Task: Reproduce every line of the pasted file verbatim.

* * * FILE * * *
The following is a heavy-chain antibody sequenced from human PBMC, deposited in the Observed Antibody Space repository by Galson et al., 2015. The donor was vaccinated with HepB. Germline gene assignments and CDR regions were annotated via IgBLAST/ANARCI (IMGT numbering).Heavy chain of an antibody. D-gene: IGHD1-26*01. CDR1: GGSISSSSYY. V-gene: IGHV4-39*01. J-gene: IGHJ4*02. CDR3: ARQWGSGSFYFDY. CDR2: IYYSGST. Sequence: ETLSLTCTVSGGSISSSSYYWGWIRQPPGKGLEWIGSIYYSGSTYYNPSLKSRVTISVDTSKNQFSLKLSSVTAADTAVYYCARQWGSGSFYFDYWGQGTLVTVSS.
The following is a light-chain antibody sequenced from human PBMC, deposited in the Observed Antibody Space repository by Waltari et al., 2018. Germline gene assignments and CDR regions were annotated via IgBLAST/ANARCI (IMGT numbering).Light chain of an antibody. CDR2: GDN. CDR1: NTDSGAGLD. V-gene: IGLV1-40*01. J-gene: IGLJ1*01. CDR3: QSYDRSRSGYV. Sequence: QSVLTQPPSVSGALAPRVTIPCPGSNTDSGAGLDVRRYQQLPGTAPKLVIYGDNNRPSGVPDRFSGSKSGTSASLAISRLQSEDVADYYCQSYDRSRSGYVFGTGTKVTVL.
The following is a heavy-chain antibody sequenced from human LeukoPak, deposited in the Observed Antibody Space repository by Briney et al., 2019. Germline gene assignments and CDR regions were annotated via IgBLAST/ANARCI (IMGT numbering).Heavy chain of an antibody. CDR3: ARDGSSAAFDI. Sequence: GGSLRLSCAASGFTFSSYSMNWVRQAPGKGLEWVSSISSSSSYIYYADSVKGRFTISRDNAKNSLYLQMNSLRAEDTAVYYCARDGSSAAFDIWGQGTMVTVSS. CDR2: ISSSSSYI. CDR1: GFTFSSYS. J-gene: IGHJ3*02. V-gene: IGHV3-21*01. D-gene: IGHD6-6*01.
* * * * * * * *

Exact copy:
The following is a heavy-chain antibody sequenced from human PBMC, deposited in the Observed Antibody Space repository by Galson et al., 2015. The donor was vaccinated with HepB. Germline gene assignments and CDR regions were annotated via IgBLAST/ANARCI (IMGT numbering).Heavy chain of an antibody. D-gene: IGHD1-26*01. CDR1: GGSISSSSYY. V-gene: IGHV4-39*01. J-gene: IGHJ4*02. CDR3: ARQWGSGSFYFDY. CDR2: IYYSGST. Sequence: ETLSLTCTVSGGSISSSSYYWGWIRQPPGKGLEWIGSIYYSGSTYYNPSLKSRVTISVDTSKNQFSLKLSSVTAADTAVYYCARQWGSGSFYFDYWGQGTLVTVSS.
The following is a light-chain antibody sequenced from human PBMC, deposited in the Observed Antibody Space repository by Waltari et al., 2018. Germline gene assignments and CDR regions were annotated via IgBLAST/ANARCI (IMGT numbering).Light chain of an antibody. CDR2: GDN. CDR1: NTDSGAGLD. V-gene: IGLV1-40*01. J-gene: IGLJ1*01. CDR3: QSYDRSRSGYV. Sequence: QSVLTQPPSVSGALAPRVTIPCPGSNTDSGAGLDVRRYQQLPGTAPKLVIYGDNNRPSGVPDRFSGSKSGTSASLAISRLQSEDVADYYCQSYDRSRSGYVFGTGTKVTVL.
The following is a heavy-chain antibody sequenced from human LeukoPak, deposited in the Observed Antibody Space repository by Briney et al., 2019. Germline gene assignments and CDR regions were annotated via IgBLAST/ANARCI (IMGT numbering).Heavy chain of an antibody. CDR3: ARDGSSAAFDI. Sequence: GGSLRLSCAASGFTFSSYSMNWVRQAPGKGLEWVSSISSSSSYIYYADSVKGRFTISRDNAKNSLYLQMNSLRAEDTAVYYCARDGSSAAFDIWGQGTMVTVSS. CDR2: ISSSSSYI. CDR1: GFTFSSYS. J-gene: IGHJ3*02. V-gene: IGHV3-21*01. D-gene: IGHD6-6*01.